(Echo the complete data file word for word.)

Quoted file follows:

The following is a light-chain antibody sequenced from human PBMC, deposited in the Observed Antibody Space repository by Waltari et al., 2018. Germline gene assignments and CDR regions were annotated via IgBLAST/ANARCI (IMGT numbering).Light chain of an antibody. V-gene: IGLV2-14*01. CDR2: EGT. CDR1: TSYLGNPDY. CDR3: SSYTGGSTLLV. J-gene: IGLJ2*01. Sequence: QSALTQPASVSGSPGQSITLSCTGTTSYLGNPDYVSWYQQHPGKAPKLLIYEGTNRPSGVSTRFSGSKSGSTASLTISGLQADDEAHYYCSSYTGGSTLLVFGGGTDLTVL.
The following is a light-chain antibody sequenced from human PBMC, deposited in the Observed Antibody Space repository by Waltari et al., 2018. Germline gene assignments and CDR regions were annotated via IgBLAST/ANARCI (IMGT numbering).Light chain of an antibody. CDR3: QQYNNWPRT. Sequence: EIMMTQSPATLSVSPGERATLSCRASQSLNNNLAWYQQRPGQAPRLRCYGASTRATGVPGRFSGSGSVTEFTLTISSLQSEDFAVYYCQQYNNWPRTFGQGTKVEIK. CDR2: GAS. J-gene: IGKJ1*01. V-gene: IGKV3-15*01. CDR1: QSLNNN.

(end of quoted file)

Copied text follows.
The following is a light-chain antibody sequenced from human PBMC, deposited in the Observed Antibody Space repository by Waltari et al., 2018. Germline gene assignments and CDR regions were annotated via IgBLAST/ANARCI (IMGT numbering).Light chain of an antibody. V-gene: IGLV2-14*01. CDR2: EGT. CDR1: TSYLGNPDY. CDR3: SSYTGGSTLLV. J-gene: IGLJ2*01. Sequence: QSALTQPASVSGSPGQSITLSCTGTTSYLGNPDYVSWYQQHPGKAPKLLIYEGTNRPSGVSTRFSGSKSGSTASLTISGLQADDEAHYYCSSYTGGSTLLVFGGGTDLTVL.
The following is a light-chain antibody sequenced from human PBMC, deposited in the Observed Antibody Space repository by Waltari et al., 2018. Germline gene assignments and CDR regions were annotated via IgBLAST/ANARCI (IMGT numbering).Light chain of an antibody. CDR3: QQYNNWPRT. Sequence: EIMMTQSPATLSVSPGERATLSCRASQSLNNNLAWYQQRPGQAPRLRCYGASTRATGVPGRFSGSGSVTEFTLTISSLQSEDFAVYYCQQYNNWPRTFGQGTKVEIK. CDR2: GAS. J-gene: IGKJ1*01. V-gene: IGKV3-15*01. CDR1: QSLNNN.